From leisurely wildlife-viewing paddles in inlets and bays to cruise ships on Lake Champlain, one of the best ways to experience summer in Vermont is on the water. The following are just a few of the options for getting out, cooling off, and enjoying the season.
Glen Findholt offers tours on his vintage sloop, Friend Ship. “It’s a way to experience Lake Champlain the way people experienced it in the early twentieth century,” he said. “It’s a little more intimate than other ways to get out on the lake.”
For those looking for more than just a passive cruise, Findholt allows visitors to help out with the rigging and take a role in sailing the sloop. In addition to the Friend Ship, the Spirit of Ethan Allen offers narrated cruises four times a day from May through October. There are a variety of themed cruises including those devoted to Caribbean music, jazz, lobster dinners, and a murder mystery. Northern Lights also offers lunch, brunch and scenic cruises. All three cruise ships leave from Burlington.
For those looking for a more active way to enjoy the water, there is always sailing. Robin Doyle of the International Sailing School (ISS) refers to sailing as a lifelong sport which can be learned at any age. “It keeps you young in body and spirit,” she said. “It’s a wonderful retirement sport.”
The ISS offers a series of classes for those who just want to rent a boat for a short trip on the lake as well as those who dream of lengthy getaways. Doyle said the difference between older and younger first-timers is that seniors sometimes prefer a more comfortable boat than the Solings which are traditionally used for lessons. However, she has not found that older students have more fear than their younger counterparts. If anything, Doyle said, older students are more motivated. “…They want to get their dreams fulfilled.”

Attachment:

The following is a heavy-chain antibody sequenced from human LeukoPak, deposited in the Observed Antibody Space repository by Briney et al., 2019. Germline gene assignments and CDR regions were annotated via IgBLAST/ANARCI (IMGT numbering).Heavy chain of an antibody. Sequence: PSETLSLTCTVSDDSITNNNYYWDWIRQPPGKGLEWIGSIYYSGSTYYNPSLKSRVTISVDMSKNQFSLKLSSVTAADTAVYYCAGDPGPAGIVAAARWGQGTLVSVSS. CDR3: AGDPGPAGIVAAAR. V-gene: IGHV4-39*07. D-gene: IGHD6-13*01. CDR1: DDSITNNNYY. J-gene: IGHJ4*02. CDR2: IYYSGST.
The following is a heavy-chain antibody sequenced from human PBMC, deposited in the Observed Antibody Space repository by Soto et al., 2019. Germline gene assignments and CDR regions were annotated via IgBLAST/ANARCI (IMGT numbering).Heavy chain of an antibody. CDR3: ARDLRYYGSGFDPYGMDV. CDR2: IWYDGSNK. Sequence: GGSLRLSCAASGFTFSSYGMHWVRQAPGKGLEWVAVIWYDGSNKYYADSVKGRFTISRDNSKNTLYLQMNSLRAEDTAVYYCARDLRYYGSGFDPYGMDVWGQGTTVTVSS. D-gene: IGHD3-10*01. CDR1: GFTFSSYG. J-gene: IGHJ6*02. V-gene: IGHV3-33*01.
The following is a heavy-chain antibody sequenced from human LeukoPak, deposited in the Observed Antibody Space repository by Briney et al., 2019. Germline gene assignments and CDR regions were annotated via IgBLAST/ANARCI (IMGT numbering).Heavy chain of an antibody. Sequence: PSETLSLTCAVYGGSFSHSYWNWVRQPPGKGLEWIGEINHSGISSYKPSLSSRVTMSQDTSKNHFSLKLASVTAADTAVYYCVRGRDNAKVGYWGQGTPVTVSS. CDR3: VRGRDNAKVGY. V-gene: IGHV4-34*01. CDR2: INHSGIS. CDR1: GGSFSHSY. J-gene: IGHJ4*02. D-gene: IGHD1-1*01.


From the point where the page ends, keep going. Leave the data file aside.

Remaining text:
Doyle doesn’t see age or reduced stamina as a drawback to learning to sail. “It’s like skiing,” she said, “you can get in shape just by doing it, but staying in shape certainly helps.”
If sailing is too intimidating or expensive, there are always canoes and kayaks. Craig Richardson of Umiak Outdoor Outfitters said the number one criterion for more mature paddlers getting into these crafts is the weight of the boat. For that reason, if you are taking to the water for the first time, you might tend to favor kayaks over canoes which may be easier to lift on and off your car. Richardson recommends that folks purchase kayak carts that allow you to wheel your craft to and from the water. The Paddleboy cart is the most popular of the carts sold at Umiak.
Richardson said older kayakers tend to prefer kayaks with large openings which prevent them from feeling claustrophobic or trapped and allow easy entry and exit. A popular model is the Wilderness System Pungo which is 12 feet long and weighs 40 pounds. Richardson noted that although shorter boats may be lighter, they usually don’t track as well. Wider boats are generally more stable.